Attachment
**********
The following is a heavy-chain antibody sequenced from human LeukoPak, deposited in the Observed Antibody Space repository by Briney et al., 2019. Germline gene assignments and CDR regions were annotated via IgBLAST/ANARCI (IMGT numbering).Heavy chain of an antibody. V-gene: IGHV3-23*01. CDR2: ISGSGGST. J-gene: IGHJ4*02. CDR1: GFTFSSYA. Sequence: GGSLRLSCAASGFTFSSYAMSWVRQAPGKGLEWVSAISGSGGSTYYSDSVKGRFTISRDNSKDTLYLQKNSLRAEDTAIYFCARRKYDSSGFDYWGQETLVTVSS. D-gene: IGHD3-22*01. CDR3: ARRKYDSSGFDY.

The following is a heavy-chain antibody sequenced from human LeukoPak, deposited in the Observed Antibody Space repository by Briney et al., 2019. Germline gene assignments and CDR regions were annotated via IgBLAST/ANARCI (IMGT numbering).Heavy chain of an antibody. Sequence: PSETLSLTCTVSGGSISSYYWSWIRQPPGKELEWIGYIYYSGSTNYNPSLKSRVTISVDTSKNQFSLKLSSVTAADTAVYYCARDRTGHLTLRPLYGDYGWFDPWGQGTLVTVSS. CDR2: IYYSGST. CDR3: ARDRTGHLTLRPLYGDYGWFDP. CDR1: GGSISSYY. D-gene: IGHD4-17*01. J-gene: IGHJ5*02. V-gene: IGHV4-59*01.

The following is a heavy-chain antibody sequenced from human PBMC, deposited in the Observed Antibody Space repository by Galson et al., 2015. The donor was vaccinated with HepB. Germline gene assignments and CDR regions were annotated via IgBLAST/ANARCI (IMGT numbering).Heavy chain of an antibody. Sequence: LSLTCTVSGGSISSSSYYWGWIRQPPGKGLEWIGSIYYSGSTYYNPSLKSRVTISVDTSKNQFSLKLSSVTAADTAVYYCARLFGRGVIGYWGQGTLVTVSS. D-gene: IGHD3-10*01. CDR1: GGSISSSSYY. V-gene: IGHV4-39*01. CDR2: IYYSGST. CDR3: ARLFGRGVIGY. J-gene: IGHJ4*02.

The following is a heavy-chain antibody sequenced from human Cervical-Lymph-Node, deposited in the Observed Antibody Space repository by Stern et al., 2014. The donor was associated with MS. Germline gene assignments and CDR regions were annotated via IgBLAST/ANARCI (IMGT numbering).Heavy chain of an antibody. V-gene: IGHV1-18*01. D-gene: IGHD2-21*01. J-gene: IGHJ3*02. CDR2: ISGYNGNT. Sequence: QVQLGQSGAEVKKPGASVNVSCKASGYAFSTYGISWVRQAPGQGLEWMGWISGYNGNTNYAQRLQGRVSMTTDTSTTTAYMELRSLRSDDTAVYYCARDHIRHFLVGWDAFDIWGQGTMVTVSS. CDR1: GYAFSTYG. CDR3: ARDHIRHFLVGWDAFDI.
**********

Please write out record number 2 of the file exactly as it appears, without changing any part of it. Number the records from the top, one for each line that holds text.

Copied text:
The following is a heavy-chain antibody sequenced from human LeukoPak, deposited in the Observed Antibody Space repository by Briney et al., 2019. Germline gene assignments and CDR regions were annotated via IgBLAST/ANARCI (IMGT numbering).Heavy chain of an antibody. Sequence: PSETLSLTCTVSGGSISSYYWSWIRQPPGKELEWIGYIYYSGSTNYNPSLKSRVTISVDTSKNQFSLKLSSVTAADTAVYYCARDRTGHLTLRPLYGDYGWFDPWGQGTLVTVSS. CDR2: IYYSGST. CDR3: ARDRTGHLTLRPLYGDYGWFDP. CDR1: GGSISSYY. D-gene: IGHD4-17*01. J-gene: IGHJ5*02. V-gene: IGHV4-59*01.